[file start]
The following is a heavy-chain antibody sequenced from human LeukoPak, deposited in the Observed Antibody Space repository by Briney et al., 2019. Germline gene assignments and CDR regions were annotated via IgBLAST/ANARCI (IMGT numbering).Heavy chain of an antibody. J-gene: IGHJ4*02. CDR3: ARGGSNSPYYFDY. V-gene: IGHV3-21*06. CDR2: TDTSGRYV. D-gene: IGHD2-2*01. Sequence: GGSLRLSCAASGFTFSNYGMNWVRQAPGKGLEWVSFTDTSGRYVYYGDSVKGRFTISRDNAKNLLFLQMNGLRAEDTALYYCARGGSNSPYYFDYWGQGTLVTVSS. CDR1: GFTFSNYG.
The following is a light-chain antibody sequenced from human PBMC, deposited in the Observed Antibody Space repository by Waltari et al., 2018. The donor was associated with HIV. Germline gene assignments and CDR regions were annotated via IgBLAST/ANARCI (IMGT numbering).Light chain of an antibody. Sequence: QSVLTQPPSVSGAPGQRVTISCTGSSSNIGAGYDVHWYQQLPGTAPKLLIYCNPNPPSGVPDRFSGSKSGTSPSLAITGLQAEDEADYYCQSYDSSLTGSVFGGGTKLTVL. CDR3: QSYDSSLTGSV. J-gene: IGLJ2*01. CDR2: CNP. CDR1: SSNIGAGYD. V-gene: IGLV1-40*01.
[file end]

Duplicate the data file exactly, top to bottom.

The following is a heavy-chain antibody sequenced from human LeukoPak, deposited in the Observed Antibody Space repository by Briney et al., 2019. Germline gene assignments and CDR regions were annotated via IgBLAST/ANARCI (IMGT numbering).Heavy chain of an antibody. J-gene: IGHJ4*02. CDR3: ARGGSNSPYYFDY. V-gene: IGHV3-21*06. CDR2: TDTSGRYV. D-gene: IGHD2-2*01. Sequence: GGSLRLSCAASGFTFSNYGMNWVRQAPGKGLEWVSFTDTSGRYVYYGDSVKGRFTISRDNAKNLLFLQMNGLRAEDTALYYCARGGSNSPYYFDYWGQGTLVTVSS. CDR1: GFTFSNYG.
The following is a light-chain antibody sequenced from human PBMC, deposited in the Observed Antibody Space repository by Waltari et al., 2018. The donor was associated with HIV. Germline gene assignments and CDR regions were annotated via IgBLAST/ANARCI (IMGT numbering).Light chain of an antibody. Sequence: QSVLTQPPSVSGAPGQRVTISCTGSSSNIGAGYDVHWYQQLPGTAPKLLIYCNPNPPSGVPDRFSGSKSGTSPSLAITGLQAEDEADYYCQSYDSSLTGSVFGGGTKLTVL. CDR3: QSYDSSLTGSV. J-gene: IGLJ2*01. CDR2: CNP. CDR1: SSNIGAGYD. V-gene: IGLV1-40*01.